First, it’s nothing new. When I was a kid in the 80s, I got a Monopoly strategy book from the library that made all of the same points: which spaces get landed on more often, the large jump in rent from two to three houses, etc.

Second, although the facts it points out are sound, the way the advice is phrased is odd and seems to show a fundamental misunderstanding about the game and basic strategy. How exactly am I supposed to go about “trying” to buy the railroads or the orange properties? Barring exceptional circumstances, the proper early game strategy is to buy everything you land on that isn’t already owned. You don’t land on Park Place and say, “no thanks, I’m saving my money until I land on the oranges.” The advice is still sort of useful if you take it to mean that you should adjust how you value those properties in trades, but that’s a much more subtle point.

2. Monopoly is still boring and makes nobody happy.

(I prefer German-style board games.)

3. @ScreechyMonkey:

Real Monopoly includes auctions on properties not purchased by the one who lands there.

4. mobius says

I remember reading a good article by Marvin Gardener many years ago analyzing Monopoly. I don’t remember all the details, but one conclusion was that the orange properties had the best return for a modest investment. This analysis also included weighting the figures by the probability of landing on the property, considering die rolls and various “go to” cards. The best performing properties over all were the green properties, but took almost twice the investment to surpass the orange properties.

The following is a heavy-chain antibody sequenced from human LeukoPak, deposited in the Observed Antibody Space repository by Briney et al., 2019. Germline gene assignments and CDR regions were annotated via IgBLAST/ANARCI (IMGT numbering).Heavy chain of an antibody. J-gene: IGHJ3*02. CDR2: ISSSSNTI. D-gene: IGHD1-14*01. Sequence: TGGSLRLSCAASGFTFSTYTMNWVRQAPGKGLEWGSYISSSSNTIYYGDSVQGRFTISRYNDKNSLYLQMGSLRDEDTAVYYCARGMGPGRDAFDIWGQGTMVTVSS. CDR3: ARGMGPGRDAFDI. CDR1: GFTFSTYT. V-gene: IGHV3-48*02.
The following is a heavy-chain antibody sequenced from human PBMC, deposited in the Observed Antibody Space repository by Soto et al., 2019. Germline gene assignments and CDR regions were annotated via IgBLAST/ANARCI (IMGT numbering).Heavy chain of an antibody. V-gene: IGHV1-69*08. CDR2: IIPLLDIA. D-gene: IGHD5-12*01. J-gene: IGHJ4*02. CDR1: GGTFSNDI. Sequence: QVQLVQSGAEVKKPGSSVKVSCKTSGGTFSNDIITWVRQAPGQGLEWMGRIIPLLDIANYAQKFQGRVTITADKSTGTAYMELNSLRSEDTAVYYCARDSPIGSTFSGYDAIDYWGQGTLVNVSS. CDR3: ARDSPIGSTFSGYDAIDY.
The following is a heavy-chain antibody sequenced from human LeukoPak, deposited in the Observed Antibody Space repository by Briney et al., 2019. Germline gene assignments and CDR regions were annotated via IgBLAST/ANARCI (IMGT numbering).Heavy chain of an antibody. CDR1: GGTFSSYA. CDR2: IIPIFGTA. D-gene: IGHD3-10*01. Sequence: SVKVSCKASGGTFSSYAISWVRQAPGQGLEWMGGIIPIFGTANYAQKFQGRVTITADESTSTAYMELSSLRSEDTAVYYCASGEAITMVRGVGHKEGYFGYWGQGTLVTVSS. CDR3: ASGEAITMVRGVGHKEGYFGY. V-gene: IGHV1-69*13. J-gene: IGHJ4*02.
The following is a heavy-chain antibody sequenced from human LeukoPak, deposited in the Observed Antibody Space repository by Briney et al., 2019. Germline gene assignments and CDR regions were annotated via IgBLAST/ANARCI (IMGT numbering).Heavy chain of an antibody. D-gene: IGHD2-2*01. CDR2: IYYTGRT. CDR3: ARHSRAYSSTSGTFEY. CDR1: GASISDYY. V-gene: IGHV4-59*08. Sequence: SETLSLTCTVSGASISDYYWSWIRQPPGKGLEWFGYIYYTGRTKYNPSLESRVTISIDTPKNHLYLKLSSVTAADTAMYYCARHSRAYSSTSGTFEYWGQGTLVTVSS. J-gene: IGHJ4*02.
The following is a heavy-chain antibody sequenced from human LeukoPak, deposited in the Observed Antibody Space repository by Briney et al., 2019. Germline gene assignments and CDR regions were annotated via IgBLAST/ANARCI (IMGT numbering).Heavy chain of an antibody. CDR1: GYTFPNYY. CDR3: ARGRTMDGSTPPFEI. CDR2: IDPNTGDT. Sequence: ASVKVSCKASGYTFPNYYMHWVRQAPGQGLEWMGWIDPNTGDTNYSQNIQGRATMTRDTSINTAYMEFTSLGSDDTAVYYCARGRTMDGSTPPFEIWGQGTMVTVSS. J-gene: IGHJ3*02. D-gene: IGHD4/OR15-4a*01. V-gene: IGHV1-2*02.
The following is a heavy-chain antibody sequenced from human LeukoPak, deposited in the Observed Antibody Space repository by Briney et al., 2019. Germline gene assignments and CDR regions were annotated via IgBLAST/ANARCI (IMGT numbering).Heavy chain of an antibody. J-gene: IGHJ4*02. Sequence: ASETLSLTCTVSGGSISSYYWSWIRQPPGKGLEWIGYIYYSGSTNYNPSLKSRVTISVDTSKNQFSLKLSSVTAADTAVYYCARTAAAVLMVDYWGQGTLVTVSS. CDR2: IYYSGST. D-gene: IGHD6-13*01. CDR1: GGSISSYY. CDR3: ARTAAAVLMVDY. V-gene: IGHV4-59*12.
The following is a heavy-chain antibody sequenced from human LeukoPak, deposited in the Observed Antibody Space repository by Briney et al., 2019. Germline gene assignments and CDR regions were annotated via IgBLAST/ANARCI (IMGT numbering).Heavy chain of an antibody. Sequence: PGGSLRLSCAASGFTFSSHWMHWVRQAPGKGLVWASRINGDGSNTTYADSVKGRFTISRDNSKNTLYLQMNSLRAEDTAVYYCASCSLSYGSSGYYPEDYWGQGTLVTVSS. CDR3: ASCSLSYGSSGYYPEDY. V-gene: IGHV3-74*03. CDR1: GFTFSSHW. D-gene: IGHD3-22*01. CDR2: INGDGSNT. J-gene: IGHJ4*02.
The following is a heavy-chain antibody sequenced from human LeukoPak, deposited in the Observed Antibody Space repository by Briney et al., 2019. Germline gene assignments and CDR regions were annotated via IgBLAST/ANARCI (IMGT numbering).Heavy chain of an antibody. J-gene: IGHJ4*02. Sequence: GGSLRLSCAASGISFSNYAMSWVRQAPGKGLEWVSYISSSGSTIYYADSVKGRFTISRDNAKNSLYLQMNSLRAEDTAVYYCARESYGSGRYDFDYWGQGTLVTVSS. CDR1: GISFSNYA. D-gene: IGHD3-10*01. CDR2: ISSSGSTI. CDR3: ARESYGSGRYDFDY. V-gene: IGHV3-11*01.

I have found basing my strategy off of this to be pretty successful. Most people consider the orange properties to be only mediocre and tend to ignore them or let them go easily. It also helps if you have an opponent that is willing to go overboard gaining control of Boardwalk and Park Place with little cash to improve them.

@Katherine

Real Monopoly includes auctions on properties not purchased by the one who lands there.

True, but then almost everyone plays the game with some house rules.

For myself, I find it very advantageous to mortgage properties to get the cash to buy more properties after landing on them. You will almost always get enough cash in the middle stages of the game to get them out of hock, and the more properties you control the better your chances of winning.

5. Paul Jarc says

The Landlord’s Game was created to illustrate the darker side of capitalism. Monopoly was created as a commercialized ripoff of The Landlord’s Game. (A bit on the nose, but there it is.) So your (and lots of other people’s) distaste for Monopoly can be read as vindication of the position that games can be art and don’t need to be fun.